A Death Cult and the process of brain washing – Thoughts from a Therapist

As we look on in despair for the young people who are seeking something more meaningful than our rather apparently dissolute society, I have not been alone in wondering why such extremes are sought and how often apparently intelligent young people can be so easily fooled….

There are of course many underlying religious, social (internet information), cultural and economical reasons and pressures that we all know about. For the purposes of this blog however I wanted to consider the ‘process’ of individual radicalisation.

The Process – altered states

As a psycho/hypnotherapist and meditator for well over 30 years now I have often shown people how to use altered states (any of various states of awareness (as dreaming sleep, a drug-induced hallucinogenic state, or a trance) that deviate from and are usually clearly demarcated from ordinary waking consciousness) to help them manage and indeed change in their behaviours. This in turn allows them to become empowered and develop more successful communication skills thus living their lives more successfully in order to become the best they can be. However when this knowledge is not shared these powerful techniques can be used to manipulate others to their will.

Since the beginning of time it has been instinctively known that there are key ways to influence people in order to control them. Controlling the general populations behaviour by various individuals or institutions for example all religions, governments, advertising agencies and at a smaller level cults and families means maintaining power over them. It stops ‘critical thinking’ by using the emotions in a variety of ways. Civilised society likes to think it can avoid physical violence but then may use psychological tools to control a more ‘desirable’ compliant and indeed a more civilised community.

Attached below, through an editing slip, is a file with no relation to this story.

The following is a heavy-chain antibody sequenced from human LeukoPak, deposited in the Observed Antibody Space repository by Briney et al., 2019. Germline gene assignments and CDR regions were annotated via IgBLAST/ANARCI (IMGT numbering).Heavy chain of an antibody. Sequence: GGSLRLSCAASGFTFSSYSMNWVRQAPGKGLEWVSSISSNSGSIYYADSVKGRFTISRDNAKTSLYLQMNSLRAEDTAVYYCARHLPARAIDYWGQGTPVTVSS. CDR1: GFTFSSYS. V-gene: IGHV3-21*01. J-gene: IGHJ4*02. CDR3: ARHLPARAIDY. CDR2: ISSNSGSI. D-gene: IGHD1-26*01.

Religions of every shade and hue i.e. belief systems, utilise these same methods appealing to the greater good in order to get people to follow their rules for example missionaries who use various methods of persuasion from kindness and forgiveness to threats of hell and damnation. The use of fear, the strongest emotional charge of all or ‘mystery’ with various enticements to heaven or hell is common and can include more subtle methods for example singing or chanting, flickering candle light, unusual fragrances which can be very comforting offering a safe structure which defines right and wrong.

During times of war in order to get people to march into battle or at the very least to stand with trembling patriotic attention, governments will engage in a variety of emotionally charged communications sprinkled with patriotic duty, marching music and off we go into the breach dear friends…

In modern times the same methods are used by advertising companies with various psychological techniques, chirpy little tunes and repetitive phrases to persuade people to spend money.

With regard to radicalisation the process itself is likely to soften vulnerable or susceptible people placing them in a heightened state of suggestibility and when all the other factors are right, there is the perfect storm for recruiting and radicalisation to the ‘cause’.


The 3 main ways to achieving an altered state (sometimes called trance or hypnosis) are

  1. Canalisation of attention

Focusing the attention down one particular track and thereby becoming blinded by other external factors all energy is gathered to one end, whatever that may be.

In fact when anyone has an ‘interest’ in something they tend to do this naturally, research, read, explore whatever is needed to find out about this ‘thing’; for example a passionate (emotional charge) chef will notice food first, a bereaved person will notice those similar to the person they have lost.